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View Full Version : Got a new large trailer pit, firebox question


bigracksbbq
03-16-2010, 11:04 PM
http://www.lonestarcustompits.com/Royal.html

Picked it up today, going to use it for our restaurant for catering, special events, etc. Brought it home tonight to play with it. I have zero experience with a pit anywhere this size. Had no charcoal at the house, so tried to get it up to speed with the oak it was delivered with.

Anyone have any suggestions where to start? Tonight in my small amount of spare time I fired it up with 8 split pieces, got it to 275, it quickly dropped, threw on a few more pieces, up to 300, then quickly dropped. Any suggestions? Im assuming charcoal will help to keep the temps up and more consistent.

jonboy
03-17-2010, 06:46 AM
WOW.
NICE SMOKER.
Check out the videos from pitmaster t...

http://www.youtube.com/user/PopdaddysBBQ#p/u/9/PvLrhCdmLoA

This is one about getting your pit up and running.
Look around his site and you will find a lot of info.
Put on a pair of funky glasses before you go...
jon

bocephus
03-17-2010, 08:19 AM
I was thinking the same thing, that is a great video and seems like it helps, I think the main thing to rembember is that you want a good bed of hot coals, don't rush it

ialsohaveadream
03-17-2010, 09:28 AM
really nice rig, congratulations

kickassbbq
03-17-2010, 10:00 AM
It is very difficuly to and takes a long time to get a really HOT bed of coals starting with wood, unless it is split really small.
Start with SMALL pieces and work your way up to logs in a pit that size.
In my Lang, I start with about 1/2 large bag of briquttes. Get them REALLY hot and THEN start adding wood.
Practice a little. You'll get there!!!!!

Chef Jim
03-17-2010, 10:28 AM
OMG What a rig! :clap2: Wish you the best with the restaurant.

luke duke
03-17-2010, 10:48 AM
You might want to look into a Stoker or a Guru since it is a catering rig. This will allow you to be more consistent and also allow less experienced employees to tend the pit.

pahutchens
03-17-2010, 12:26 PM
Sweet rig maybe some local TX DFW Brethren can help you on the curve

bigracksbbq
03-17-2010, 02:05 PM
Thanks for all the info guys!

big brother smoke
03-17-2010, 02:30 PM
It is very difficuly to and takes a long time to get a really HOT bed of coals starting with wood, unless it is split really small.
Start with SMALL pieces and work your way up to logs in a pit that size.
In my Lang, I start with about 1/2 large bag of briquttes. Get them REALLY hot and THEN start adding wood.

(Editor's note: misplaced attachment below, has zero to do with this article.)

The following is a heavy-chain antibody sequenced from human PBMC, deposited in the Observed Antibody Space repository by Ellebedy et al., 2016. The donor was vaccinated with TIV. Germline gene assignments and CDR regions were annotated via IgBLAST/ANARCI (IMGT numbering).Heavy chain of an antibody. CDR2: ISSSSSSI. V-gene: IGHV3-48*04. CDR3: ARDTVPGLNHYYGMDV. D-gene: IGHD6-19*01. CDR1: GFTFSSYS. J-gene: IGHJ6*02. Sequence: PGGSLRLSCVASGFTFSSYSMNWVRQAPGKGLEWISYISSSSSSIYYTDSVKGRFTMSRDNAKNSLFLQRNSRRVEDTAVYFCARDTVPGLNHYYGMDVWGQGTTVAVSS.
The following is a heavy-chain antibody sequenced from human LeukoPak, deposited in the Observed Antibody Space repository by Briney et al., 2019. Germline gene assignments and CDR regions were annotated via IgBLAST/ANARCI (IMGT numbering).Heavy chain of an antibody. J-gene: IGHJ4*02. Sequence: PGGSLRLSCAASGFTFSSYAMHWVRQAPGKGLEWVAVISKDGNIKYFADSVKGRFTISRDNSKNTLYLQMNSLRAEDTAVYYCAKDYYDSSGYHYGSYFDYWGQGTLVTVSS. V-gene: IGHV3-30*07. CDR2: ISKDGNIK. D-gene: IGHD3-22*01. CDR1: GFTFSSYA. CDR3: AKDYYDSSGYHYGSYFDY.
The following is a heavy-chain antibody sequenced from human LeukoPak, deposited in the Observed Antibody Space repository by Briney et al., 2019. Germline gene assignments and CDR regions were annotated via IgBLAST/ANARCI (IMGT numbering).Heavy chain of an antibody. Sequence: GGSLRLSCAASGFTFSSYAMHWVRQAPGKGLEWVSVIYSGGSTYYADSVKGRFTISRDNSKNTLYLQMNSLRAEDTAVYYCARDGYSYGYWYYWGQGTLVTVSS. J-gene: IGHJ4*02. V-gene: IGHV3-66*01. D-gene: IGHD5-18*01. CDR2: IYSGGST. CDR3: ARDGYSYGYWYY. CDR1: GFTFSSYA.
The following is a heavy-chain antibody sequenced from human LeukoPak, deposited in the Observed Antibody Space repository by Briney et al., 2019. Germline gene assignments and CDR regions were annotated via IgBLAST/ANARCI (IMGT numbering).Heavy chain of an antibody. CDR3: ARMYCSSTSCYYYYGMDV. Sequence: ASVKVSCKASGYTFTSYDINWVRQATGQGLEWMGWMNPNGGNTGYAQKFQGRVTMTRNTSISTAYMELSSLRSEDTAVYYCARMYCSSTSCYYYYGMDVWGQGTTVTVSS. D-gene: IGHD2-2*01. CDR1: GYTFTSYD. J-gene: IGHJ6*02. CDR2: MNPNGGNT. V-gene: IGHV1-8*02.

Practice a little. You'll get there!!!!!

This is how I roll as well with my pit. You got a big hunk of steel to keep warm, Nice weapon Bro!:clap2:

bigracksbbq
03-17-2010, 09:46 PM
Fired it up today, did a brisket, some beef ribs, and a pork tenderloin. Will post some pics in a bit, just waiting for the briskey to finish cooking in the cooler!

Mattzilla
03-18-2010, 04:06 AM
Not to be an a$$ but....25k and you have to ask questions on how to use it? Maybe a smaller and easier smoker would have been better?

Damn nice pit.

kickassbbq
03-18-2010, 07:03 AM
Can't learn without having one to practice on.

When I bought my Lang, I had never even been close to a large smoker. Now, it's the easiest smoker I have to crank and run!!!

River City Smokehouse
03-18-2010, 07:26 AM
You might want to look into a Stoker or a Guru since it is a catering rig. This will allow you to be more consistent and also allow less experienced employees to tend the pit.
This pit is not air tight. It is a pit that was once built by Bates Pits and they are not air tight. I have had two of these and still have one of them. If you put a GURU or any type of draft induction system the fire will run away from you unless you make it air tight. I always started my fire with a 10 lb. bag of charcoal and used wood that I preheated on the firebox from there. You will have to add wood about every two hours to keep up with it. If you use barkless wood and preheat it, it will give you a clean burn. I might add....be smart and unhook the gas on the log lighter. It is a accident waiting to happened. Unless they started putting a thermocoupler on them. I learned the hard way.

tjus77
03-18-2010, 08:25 AM
nice rig for sure. good bed of coals is the key, I would bet once you have that, it won't be hard to keep up to temp. also remember to place your firebox upwind to get the draft going. I was at an informal cookoff once, about midnight the wind shifted and I was in the truck sleeping. Woke up at the appointed time to add wood and the fire was almost out. Couldn't figure out what happened and couldn't get the fire stoked up to save my life. Finally hooked back up to the trailer and swung it around, started working great. NICE rig by the way

CBQ
03-18-2010, 11:28 AM
I love my Stoker, but I wouldn't use a Stoker or Guru with a large wood fire. These devices regulate pit temp by controlling the fire draft. They work great with fires that are primarily charcoal, but if you have a big wood fire it's likely to smoulder if when the draft is off for a long time, and a smouldering fire will create a layer of bitter tasting creosote on your meat. Regular the temp by running with the draft doors open all the way and adding small amounts of wood to hit the temp you want.